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Lancet. 2009 Dec 19;374(9707):2104-2114. doi: 10.1016/S0140-6736(09)61759-1. Epub 2009 Nov 26.

Public health benefits of strategies to reduce greenhouse-gas emissions: overview and implications for policy makers.

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London School of Hygiene and Tropical Medicine, London, UK. Electronic address:
National Centre for Epidemiology and Population Health, Australian National University, Canberra, ACT, Australia.
School of Public Health, University of California, Berkeley, CA, USA.
London School of Hygiene and Tropical Medicine, London, UK.
Ikerbasque, BC3 (Basque Centre for Climate Change), Bilbao, Spain; University of Bath, Bath, UK.
Public Health and Environment (PHE), World Health Organization, Geneva, Switzerland.
Bartlett School of Graduate Studies, University College London, London, UK.
School of Population, Community and Behavioural Sciences, University of Liverpool, Liverpool, UK.
UCL Energy Institute, London, UK.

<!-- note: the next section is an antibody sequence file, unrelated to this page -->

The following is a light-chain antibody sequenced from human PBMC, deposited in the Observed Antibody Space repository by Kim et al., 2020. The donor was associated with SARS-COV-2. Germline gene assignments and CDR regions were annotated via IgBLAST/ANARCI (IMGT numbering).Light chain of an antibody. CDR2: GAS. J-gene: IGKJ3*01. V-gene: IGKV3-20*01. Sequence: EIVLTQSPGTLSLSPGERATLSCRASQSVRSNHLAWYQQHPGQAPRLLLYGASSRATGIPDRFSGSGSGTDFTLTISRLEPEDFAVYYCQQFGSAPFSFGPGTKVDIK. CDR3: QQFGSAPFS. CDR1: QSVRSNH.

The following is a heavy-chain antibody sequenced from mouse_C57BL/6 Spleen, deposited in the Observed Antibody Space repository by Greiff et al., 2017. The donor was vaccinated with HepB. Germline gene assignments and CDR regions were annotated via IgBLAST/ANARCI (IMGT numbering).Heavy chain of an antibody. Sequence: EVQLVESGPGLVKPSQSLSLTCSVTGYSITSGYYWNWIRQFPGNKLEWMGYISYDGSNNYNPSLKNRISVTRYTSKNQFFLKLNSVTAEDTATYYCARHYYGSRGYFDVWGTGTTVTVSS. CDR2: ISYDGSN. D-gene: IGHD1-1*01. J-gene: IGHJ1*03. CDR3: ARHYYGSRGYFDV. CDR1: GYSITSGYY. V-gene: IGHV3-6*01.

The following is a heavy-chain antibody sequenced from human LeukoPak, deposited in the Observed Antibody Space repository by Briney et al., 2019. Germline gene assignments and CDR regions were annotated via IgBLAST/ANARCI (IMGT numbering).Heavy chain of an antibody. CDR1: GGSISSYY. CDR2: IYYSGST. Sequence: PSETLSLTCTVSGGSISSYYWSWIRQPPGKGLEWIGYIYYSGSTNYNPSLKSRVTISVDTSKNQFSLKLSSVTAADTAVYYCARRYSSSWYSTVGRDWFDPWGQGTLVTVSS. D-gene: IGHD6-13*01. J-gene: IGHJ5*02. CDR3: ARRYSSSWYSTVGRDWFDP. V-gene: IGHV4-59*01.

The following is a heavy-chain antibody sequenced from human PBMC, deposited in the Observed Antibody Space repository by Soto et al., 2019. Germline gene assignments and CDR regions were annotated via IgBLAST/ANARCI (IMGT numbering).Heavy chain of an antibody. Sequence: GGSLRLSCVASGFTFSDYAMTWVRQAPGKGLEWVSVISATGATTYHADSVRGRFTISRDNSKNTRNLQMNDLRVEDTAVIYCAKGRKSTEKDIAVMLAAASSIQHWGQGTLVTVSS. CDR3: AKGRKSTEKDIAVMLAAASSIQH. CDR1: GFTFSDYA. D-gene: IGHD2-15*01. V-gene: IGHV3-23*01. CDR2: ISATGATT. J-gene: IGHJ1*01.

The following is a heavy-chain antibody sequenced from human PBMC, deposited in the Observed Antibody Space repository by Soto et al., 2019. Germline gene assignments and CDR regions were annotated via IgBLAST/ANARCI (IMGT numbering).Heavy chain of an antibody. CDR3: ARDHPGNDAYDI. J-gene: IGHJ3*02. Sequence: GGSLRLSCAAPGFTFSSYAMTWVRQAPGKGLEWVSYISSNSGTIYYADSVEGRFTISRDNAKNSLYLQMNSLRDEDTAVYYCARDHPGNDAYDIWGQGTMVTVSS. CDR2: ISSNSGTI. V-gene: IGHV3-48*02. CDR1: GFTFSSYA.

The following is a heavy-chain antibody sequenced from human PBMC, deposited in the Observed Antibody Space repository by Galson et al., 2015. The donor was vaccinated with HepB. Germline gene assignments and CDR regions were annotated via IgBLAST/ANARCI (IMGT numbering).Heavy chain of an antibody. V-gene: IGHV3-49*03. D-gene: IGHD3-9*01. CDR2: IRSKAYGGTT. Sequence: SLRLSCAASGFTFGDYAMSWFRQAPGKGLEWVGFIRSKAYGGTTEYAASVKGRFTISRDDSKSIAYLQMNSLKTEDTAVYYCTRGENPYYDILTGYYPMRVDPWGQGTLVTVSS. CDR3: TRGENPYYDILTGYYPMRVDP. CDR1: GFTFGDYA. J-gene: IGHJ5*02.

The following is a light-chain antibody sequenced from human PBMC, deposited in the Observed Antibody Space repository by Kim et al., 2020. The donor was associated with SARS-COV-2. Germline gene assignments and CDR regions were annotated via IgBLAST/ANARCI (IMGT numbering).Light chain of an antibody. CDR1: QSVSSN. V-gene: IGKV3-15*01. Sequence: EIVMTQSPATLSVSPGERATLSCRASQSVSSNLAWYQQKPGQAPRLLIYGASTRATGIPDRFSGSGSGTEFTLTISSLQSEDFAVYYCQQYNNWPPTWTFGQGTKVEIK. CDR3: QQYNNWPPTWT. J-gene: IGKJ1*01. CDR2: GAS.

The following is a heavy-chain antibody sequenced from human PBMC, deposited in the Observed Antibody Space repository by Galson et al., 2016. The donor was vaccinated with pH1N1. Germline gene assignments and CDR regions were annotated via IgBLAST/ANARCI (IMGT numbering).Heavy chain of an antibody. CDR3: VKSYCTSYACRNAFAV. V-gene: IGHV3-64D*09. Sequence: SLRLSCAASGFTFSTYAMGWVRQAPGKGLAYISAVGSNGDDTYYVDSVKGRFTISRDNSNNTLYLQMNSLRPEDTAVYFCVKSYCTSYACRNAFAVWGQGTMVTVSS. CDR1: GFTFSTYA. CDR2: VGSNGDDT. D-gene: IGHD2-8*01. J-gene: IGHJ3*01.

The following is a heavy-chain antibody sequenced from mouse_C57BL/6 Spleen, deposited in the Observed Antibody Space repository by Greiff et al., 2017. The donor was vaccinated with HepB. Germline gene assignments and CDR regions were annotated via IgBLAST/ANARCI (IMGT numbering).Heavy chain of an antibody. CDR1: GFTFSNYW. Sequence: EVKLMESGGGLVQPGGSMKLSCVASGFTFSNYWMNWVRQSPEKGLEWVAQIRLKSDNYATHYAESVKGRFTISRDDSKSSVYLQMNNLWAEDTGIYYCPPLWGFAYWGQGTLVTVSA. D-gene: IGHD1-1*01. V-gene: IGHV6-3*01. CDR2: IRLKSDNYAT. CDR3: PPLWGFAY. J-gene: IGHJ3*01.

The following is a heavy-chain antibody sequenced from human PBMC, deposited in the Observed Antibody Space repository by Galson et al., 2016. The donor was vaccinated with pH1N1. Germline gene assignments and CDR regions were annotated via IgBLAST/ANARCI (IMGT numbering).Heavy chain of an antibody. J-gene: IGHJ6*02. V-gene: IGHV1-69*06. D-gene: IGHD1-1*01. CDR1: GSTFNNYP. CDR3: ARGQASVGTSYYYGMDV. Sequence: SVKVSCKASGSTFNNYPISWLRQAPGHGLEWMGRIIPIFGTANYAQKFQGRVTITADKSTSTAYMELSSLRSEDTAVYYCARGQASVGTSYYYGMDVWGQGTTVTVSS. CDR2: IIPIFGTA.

This Series has examined the health implications of policies aimed at tackling climate change. Assessments of mitigation strategies in four domains-household energy, transport, food and agriculture, and electricity generation-suggest an important message: that actions to reduce greenhouse-gas emissions often, although not always, entail net benefits for health. In some cases, the potential benefits seem to be substantial. This evidence provides an additional and immediate rationale for reductions in greenhouse-gas emissions beyond that of climate change mitigation alone. Climate change is an increasing and evolving threat to the health of populations worldwide. At the same time, major public health burdens remain in many regions. Climate change therefore adds further urgency to the task of addressing international health priorities, such as the UN Millennium Development Goals. Recognition that mitigation strategies can have substantial benefits for both health and climate protection offers the possibility of policy choices that are potentially both more cost effective and socially attractive than are those that address these priorities independently.

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